Happy New Year!

Wow! Between family holiday fun, birthdays, school projects and parties, recitals, substitute teaching, and a very successful BEE SWEET holiday sale, we’ve been busy as bees, resulting in No-blog November and Deserted-blog December. Please forgive! My New Year’s resolution is to be a better blogger in 2016!

Bee Sweet products

Bee Sweet products

Bee Sweet Bee Farm sends out a huge thank you to everyone who supported our first online Tiny Business Tuesday Christmas sales event. Hopefully everyone enjoyed your products, and you felt the love we put into each item! Our younger staff members each chose a charity to support with some of the profits. The Cleveland County Partnership for Children, Foothills Farmers Market-Farmers’ Foodshare Program, and the Thomas Jefferson Talon Challenge benefiting the Jimmy V Foundation all received donations this year. Thank you for helping us give back!

The weather here is just plain WONKY! We’ve been wearing shorts and t-shirts through the last days of December, which is a nice treat for cold-natured me, but it’s pretty confusing for the bees. The gradual lengthening of days and warmer temperatures trigger bees to raise brood (baby bees) for the spring. Parents, you remember what it’s like to bring a newborn home from the hospital. You spend all your time either preparing to feed, feeding, or recovering from feeding that baby. Just like human infants, baby bees need to be fed almost all the time, and constant feeding uses lots of their honey stores.


Nurse bees tend to bee larvae

Warm temperatures also make the worker bees want to forage for food, but there are very few plants in bloom right now. About the only thing we have available in our yard are dandelions. (See neighbors, there’s a reason we cultivate those instead of the lush green grass y’all have in your yards!) The bees expend a huge amount of energy looking for food, find very few nectar sources, come home hungry, and eat stored honey. It would be similar to you driving your car around from place to place to look for work. You burn lots of gasoline while driving, but you don’t get paid anything if you don’t find a job.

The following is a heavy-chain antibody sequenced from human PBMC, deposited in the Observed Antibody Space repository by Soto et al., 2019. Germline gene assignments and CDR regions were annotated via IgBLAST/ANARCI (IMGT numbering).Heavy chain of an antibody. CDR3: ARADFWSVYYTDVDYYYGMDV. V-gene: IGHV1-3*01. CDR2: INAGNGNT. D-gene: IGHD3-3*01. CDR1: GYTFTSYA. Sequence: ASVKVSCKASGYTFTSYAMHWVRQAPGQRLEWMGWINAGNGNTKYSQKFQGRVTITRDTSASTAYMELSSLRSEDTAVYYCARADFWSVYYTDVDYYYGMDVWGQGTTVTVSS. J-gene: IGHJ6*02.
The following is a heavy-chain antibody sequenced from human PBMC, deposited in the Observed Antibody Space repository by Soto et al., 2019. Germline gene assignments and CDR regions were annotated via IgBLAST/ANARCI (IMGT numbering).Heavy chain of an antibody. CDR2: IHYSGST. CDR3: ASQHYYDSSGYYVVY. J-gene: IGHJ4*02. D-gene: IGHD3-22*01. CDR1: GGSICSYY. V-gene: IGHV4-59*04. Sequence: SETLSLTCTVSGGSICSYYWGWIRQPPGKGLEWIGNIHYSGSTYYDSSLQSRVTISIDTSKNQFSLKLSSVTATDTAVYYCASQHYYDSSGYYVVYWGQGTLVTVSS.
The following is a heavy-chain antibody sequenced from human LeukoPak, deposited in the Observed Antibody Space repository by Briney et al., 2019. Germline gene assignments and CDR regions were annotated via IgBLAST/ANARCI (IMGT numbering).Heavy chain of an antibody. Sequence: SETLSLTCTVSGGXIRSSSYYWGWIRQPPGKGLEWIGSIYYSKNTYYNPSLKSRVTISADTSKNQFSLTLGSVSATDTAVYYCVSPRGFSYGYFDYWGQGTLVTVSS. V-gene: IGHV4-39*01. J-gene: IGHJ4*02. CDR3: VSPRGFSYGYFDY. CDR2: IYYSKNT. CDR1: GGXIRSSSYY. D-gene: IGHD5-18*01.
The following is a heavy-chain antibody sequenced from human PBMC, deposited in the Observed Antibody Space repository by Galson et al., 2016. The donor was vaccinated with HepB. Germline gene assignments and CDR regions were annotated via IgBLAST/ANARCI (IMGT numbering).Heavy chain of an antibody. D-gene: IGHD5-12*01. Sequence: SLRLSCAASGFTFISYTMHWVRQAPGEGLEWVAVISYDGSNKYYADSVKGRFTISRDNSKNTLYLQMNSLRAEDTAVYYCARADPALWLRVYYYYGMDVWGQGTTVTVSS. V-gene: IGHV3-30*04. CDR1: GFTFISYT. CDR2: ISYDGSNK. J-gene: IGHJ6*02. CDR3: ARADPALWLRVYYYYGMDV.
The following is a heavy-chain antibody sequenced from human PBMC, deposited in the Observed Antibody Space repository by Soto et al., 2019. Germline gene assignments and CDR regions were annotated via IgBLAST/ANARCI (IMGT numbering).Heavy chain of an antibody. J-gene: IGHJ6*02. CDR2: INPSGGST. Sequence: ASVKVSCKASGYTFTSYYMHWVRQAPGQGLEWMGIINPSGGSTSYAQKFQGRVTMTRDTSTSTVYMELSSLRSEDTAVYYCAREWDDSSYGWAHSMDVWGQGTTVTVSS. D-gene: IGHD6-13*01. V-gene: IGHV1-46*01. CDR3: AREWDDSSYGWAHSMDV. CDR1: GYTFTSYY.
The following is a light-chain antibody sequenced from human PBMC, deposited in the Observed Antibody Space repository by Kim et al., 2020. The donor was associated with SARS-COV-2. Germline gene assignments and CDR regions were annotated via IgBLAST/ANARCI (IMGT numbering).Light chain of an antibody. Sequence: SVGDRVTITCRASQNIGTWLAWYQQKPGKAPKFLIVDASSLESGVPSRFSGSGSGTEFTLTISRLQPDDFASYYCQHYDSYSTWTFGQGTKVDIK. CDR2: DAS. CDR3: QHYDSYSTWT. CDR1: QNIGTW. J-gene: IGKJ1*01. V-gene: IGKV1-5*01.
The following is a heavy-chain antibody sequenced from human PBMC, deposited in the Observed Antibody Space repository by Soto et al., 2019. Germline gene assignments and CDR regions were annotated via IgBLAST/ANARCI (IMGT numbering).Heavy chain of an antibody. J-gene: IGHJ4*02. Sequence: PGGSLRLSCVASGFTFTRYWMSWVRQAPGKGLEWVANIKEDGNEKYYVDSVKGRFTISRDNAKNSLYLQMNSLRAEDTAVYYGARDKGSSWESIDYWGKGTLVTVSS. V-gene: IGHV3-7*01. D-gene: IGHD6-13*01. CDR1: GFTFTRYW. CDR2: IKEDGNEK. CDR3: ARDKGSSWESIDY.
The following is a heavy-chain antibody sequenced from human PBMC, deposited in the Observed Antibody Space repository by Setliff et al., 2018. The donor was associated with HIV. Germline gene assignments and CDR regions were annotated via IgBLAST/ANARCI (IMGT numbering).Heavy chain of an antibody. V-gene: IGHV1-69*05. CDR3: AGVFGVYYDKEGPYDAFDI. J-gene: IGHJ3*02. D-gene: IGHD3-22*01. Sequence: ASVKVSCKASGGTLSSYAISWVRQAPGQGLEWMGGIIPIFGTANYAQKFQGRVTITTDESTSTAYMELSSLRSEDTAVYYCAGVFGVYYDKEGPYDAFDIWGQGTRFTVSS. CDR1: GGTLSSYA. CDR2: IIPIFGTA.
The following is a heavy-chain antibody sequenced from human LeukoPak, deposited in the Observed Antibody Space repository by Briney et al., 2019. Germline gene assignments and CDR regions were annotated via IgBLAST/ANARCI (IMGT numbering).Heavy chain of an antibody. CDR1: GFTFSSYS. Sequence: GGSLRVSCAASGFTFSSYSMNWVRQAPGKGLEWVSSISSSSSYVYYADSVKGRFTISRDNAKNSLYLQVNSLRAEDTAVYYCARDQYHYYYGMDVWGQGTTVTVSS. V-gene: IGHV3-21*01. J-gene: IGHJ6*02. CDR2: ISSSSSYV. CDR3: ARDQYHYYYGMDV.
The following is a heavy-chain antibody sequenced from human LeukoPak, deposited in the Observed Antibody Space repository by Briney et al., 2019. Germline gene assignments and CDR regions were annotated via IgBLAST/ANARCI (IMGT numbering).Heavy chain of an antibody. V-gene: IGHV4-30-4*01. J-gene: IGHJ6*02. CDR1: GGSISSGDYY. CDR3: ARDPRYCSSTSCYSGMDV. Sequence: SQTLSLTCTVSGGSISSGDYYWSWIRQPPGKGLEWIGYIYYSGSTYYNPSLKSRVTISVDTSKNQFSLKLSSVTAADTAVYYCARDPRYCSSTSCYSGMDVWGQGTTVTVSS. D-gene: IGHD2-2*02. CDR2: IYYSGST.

All this early winter use of honey prompted us to use the extra warm days as an opportunity to feed a little bonus sugar syrup to the girls, just as a little insurance that they have plenty of food to get them through the cold days that are most likely still to come this winter. Normally we wouldn’t be able to feed them syrup this time of year because of freezing night temperatures, and in typical years they wouldn’t need to be fed because they would have plenty of honey stores to last through the winter. So far, this winter is anything but typical!


Adding syrup to top feeder

There are several choices of feeders for beehives. We use a top feeder that simply stacks on top of the existing hive. Sugar syrup is poured into the feeder, equipped with a floating framework for the bees to stand on and slurp up the syrup. Bees don’t swim, so they must have a place to stand and drink. They ferry the syrup to empty beeswax cells in the hive below and store it for later use. Other feeder designs attach to the entry way of the hive, but these can attract robber bees and pests. Since we sometimes have issues with the feral bees in our area, top feeders work well for us.

Wow! What a year! Bee Sweet Bee Farm would like to say thank you for an amazing 2015. None of us can be sure where life’s adventures will take us next, but we are thankful for our bees and the fun and relaxation they bring to our lives. We are grateful for all our supporters. Your beautiful words of encouragement mean so much, and those who check in on our babees on a regular basis bring a smile to our hearts and faces.

Please celebrate safely as we bring 2015 to a close. Remember, 2016 is a blank slate, full of opportunities to BEE SWEET! Happy New Year!

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